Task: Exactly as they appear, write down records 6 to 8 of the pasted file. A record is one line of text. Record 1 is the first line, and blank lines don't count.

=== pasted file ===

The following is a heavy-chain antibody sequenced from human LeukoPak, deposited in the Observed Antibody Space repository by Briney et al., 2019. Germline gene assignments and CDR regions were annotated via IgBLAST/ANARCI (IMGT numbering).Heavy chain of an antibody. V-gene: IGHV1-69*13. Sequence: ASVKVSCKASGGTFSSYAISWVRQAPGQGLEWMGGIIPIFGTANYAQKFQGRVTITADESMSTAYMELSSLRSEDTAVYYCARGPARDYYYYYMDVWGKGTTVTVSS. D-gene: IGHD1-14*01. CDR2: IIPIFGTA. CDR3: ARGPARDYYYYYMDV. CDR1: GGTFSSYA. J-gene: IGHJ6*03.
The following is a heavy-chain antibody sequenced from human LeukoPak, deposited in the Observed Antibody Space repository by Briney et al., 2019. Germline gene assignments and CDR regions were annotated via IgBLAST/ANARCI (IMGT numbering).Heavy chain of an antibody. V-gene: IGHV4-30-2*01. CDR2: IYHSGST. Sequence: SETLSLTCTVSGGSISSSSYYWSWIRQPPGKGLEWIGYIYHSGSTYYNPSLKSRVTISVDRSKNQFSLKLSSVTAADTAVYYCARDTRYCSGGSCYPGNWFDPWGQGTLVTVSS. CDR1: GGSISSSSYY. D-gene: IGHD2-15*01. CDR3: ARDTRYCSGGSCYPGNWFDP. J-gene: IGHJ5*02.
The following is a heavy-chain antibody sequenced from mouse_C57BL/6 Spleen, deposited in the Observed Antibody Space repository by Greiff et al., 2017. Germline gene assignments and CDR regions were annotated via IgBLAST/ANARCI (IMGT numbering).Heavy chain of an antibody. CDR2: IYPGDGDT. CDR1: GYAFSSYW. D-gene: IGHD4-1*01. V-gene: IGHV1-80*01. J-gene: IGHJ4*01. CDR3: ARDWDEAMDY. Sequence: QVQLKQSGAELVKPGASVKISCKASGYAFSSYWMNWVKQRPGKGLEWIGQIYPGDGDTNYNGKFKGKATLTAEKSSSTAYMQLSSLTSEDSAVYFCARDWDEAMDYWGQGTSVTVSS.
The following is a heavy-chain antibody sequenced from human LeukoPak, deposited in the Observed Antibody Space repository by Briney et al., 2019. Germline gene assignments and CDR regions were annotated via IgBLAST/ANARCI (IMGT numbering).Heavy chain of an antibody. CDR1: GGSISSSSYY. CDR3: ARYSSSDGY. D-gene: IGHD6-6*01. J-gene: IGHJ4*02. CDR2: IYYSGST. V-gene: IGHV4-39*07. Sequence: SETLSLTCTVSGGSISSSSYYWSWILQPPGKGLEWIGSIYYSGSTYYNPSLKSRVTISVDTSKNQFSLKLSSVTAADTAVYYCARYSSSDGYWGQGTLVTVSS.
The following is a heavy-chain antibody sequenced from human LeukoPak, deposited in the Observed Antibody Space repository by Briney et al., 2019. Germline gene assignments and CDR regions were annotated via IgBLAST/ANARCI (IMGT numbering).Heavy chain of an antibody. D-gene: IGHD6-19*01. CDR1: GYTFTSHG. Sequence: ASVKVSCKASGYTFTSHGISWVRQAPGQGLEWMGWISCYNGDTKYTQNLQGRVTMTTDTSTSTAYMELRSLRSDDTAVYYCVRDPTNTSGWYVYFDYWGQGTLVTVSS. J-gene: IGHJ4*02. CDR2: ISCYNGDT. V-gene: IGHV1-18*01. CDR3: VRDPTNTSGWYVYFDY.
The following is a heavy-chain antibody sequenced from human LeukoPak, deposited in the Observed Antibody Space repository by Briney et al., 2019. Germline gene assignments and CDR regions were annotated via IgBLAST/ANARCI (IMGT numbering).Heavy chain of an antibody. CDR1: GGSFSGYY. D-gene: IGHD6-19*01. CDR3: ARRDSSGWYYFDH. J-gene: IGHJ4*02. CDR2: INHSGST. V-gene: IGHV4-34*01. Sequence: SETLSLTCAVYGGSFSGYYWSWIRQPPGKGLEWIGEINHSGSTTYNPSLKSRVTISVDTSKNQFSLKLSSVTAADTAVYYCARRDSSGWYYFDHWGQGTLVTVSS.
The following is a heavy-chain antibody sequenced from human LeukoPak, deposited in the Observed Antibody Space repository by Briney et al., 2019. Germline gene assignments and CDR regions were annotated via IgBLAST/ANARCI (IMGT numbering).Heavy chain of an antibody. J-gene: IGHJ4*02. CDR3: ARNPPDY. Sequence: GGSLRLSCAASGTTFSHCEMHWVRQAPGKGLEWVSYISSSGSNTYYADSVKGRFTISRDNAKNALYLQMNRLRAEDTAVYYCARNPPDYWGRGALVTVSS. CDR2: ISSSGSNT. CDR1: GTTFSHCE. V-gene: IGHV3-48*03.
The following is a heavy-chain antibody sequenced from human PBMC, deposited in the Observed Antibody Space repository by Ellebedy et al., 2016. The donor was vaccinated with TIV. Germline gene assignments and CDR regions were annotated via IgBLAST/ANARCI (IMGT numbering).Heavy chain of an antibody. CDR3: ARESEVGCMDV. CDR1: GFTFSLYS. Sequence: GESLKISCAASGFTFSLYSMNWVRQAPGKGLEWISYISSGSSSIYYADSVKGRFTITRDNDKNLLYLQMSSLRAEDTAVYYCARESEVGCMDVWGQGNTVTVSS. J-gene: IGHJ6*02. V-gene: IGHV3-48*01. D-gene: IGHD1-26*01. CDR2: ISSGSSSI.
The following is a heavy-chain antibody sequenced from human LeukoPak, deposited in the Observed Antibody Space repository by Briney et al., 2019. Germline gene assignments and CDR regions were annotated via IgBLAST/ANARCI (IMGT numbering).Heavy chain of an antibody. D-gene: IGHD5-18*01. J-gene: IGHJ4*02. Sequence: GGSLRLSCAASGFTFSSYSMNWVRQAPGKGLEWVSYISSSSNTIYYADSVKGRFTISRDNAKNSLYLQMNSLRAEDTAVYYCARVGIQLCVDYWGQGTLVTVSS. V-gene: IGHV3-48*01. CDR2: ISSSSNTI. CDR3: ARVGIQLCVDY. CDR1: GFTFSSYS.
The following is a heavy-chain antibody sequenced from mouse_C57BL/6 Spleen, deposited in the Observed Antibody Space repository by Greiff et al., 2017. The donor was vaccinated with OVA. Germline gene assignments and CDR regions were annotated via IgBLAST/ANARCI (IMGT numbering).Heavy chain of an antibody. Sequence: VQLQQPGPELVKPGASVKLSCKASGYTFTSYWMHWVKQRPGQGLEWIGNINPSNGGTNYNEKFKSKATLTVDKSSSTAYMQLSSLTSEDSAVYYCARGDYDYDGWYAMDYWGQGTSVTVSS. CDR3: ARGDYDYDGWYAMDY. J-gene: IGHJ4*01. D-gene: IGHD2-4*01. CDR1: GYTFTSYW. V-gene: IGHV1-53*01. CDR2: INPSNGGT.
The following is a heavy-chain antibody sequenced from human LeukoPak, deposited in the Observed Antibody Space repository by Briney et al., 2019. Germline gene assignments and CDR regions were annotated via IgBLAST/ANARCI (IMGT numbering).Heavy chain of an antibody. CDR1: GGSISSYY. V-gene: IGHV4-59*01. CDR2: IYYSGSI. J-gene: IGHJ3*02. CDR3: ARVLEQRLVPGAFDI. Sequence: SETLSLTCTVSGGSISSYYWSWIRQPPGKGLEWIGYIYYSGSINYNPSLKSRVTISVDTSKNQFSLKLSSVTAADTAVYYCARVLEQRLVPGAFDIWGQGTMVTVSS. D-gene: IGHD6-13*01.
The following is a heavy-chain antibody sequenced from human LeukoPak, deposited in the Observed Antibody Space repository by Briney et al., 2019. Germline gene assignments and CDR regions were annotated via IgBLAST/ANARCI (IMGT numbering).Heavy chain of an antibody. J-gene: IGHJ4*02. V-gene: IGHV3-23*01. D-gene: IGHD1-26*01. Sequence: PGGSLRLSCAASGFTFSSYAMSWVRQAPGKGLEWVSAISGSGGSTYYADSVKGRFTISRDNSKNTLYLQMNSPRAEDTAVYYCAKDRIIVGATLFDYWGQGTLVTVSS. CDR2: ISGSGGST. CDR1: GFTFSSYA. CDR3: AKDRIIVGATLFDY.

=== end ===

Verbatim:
The following is a heavy-chain antibody sequenced from human LeukoPak, deposited in the Observed Antibody Space repository by Briney et al., 2019. Germline gene assignments and CDR regions were annotated via IgBLAST/ANARCI (IMGT numbering).Heavy chain of an antibody. CDR1: GGSFSGYY. D-gene: IGHD6-19*01. CDR3: ARRDSSGWYYFDH. J-gene: IGHJ4*02. CDR2: INHSGST. V-gene: IGHV4-34*01. Sequence: SETLSLTCAVYGGSFSGYYWSWIRQPPGKGLEWIGEINHSGSTTYNPSLKSRVTISVDTSKNQFSLKLSSVTAADTAVYYCARRDSSGWYYFDHWGQGTLVTVSS.
The following is a heavy-chain antibody sequenced from human LeukoPak, deposited in the Observed Antibody Space repository by Briney et al., 2019. Germline gene assignments and CDR regions were annotated via IgBLAST/ANARCI (IMGT numbering).Heavy chain of an antibody. J-gene: IGHJ4*02. CDR3: ARNPPDY. Sequence: GGSLRLSCAASGTTFSHCEMHWVRQAPGKGLEWVSYISSSGSNTYYADSVKGRFTISRDNAKNALYLQMNRLRAEDTAVYYCARNPPDYWGRGALVTVSS. CDR2: ISSSGSNT. CDR1: GTTFSHCE. V-gene: IGHV3-48*03.
The following is a heavy-chain antibody sequenced from human PBMC, deposited in the Observed Antibody Space repository by Ellebedy et al., 2016. The donor was vaccinated with TIV. Germline gene assignments and CDR regions were annotated via IgBLAST/ANARCI (IMGT numbering).Heavy chain of an antibody. CDR3: ARESEVGCMDV. CDR1: GFTFSLYS. Sequence: GESLKISCAASGFTFSLYSMNWVRQAPGKGLEWISYISSGSSSIYYADSVKGRFTITRDNDKNLLYLQMSSLRAEDTAVYYCARESEVGCMDVWGQGNTVTVSS. J-gene: IGHJ6*02. V-gene: IGHV3-48*01. D-gene: IGHD1-26*01. CDR2: ISSGSSSI.